Physicians' Academy for Cardiovascular Education

Higher nonfasting triglycerides increase the risk of heart failure

Nonfasting Triglycerides, Low-Density Lipoprotein Cholesterol, and Heart Failure Risk: Two Cohort Studies of 113 554 Individuals

Literature - Varbo A and Nordestgaard BG. - ATVB 2018; published online ahead of print


There are strong associations between high concentrations of nonfasting TGs and risk of ischemic stroke, MI, ischemic heart disease (IHD), and all-cause mortality [1,2], as well as between TGs, diabetes and HF [3,4]. Hence, high concentrations of nonfasting TGs might also be associated with HF, although existing data have led to conflicting results [5-7].

In this study, it was evaluated whether high concentrations of nonfasting TGs and LDL-c are associated with a higher risk of HF in the general population. For this purpose 103 860 individuals with 2146 cases of HF from the Copenhagen General Population Study (2003–2014) were included, and the results were confirmed in the Copenhagen City Heart Study with 9694 individuals and 1447 cases of HF (1991–1994) and with minimal use of statins.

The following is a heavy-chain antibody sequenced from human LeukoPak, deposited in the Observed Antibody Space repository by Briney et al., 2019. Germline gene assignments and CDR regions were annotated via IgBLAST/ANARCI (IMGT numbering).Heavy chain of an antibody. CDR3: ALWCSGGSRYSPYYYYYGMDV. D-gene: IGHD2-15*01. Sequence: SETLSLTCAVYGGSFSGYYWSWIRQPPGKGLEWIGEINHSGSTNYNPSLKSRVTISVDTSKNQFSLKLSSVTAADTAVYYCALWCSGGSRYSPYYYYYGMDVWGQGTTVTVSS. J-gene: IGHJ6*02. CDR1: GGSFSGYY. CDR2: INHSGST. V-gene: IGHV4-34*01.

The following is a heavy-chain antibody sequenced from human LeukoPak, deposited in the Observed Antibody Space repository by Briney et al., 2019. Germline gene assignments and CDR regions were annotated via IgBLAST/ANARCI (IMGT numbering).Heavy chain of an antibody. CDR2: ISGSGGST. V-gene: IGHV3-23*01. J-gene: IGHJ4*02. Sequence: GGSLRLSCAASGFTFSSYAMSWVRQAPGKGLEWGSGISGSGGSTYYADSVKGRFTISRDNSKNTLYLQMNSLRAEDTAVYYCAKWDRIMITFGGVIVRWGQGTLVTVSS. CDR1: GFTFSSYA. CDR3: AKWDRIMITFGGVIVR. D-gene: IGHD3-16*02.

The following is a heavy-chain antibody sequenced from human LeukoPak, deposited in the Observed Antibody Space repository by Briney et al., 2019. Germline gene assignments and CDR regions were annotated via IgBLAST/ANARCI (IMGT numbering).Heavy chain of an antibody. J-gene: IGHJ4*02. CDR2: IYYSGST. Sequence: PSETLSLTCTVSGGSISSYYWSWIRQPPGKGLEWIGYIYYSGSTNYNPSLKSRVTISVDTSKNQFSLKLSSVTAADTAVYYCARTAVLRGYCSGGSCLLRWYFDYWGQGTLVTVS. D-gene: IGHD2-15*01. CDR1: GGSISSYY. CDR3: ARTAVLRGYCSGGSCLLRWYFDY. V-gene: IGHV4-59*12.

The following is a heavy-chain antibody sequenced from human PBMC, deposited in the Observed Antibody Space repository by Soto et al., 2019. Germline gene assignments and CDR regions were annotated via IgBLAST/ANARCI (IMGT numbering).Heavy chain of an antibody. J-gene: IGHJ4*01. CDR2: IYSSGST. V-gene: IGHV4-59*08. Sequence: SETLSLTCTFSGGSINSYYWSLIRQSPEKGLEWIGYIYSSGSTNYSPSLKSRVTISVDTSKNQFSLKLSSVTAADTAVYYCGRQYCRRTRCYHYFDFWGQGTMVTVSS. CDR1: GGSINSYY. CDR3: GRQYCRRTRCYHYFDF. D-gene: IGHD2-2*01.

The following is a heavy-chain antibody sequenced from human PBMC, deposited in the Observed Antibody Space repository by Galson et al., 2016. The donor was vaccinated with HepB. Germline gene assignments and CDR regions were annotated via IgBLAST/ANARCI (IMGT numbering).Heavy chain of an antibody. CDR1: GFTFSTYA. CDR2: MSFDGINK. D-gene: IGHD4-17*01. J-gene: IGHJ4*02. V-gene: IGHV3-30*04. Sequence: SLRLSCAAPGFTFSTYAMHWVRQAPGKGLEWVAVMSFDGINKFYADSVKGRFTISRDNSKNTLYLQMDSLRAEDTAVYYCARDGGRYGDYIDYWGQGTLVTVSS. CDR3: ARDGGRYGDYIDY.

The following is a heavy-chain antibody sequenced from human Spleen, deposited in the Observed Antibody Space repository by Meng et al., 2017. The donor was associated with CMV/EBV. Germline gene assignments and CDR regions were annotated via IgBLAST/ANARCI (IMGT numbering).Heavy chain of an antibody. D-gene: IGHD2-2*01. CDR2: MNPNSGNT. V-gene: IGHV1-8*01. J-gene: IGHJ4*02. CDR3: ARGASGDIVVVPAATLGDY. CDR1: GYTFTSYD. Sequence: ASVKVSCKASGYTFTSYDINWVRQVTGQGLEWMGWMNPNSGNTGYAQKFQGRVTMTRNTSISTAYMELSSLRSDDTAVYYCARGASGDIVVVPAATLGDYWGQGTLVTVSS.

Individuals were divided into groups by their concentrations of nonfasting triglycerides and LDL-c, based on clinically meaningful cut points and without excluding extremely high concentrations, since they represent theoretically the highest risk of HF.

Main results


Stepwise higher concentrations of nonfasting TGs were associated with stepwise higher risk of HF, which was not the case for LDL-c. These findings support the need for further investigations examining whether TG and remnant cholesterol lowering in those with high concentrations would lower the HF risk.


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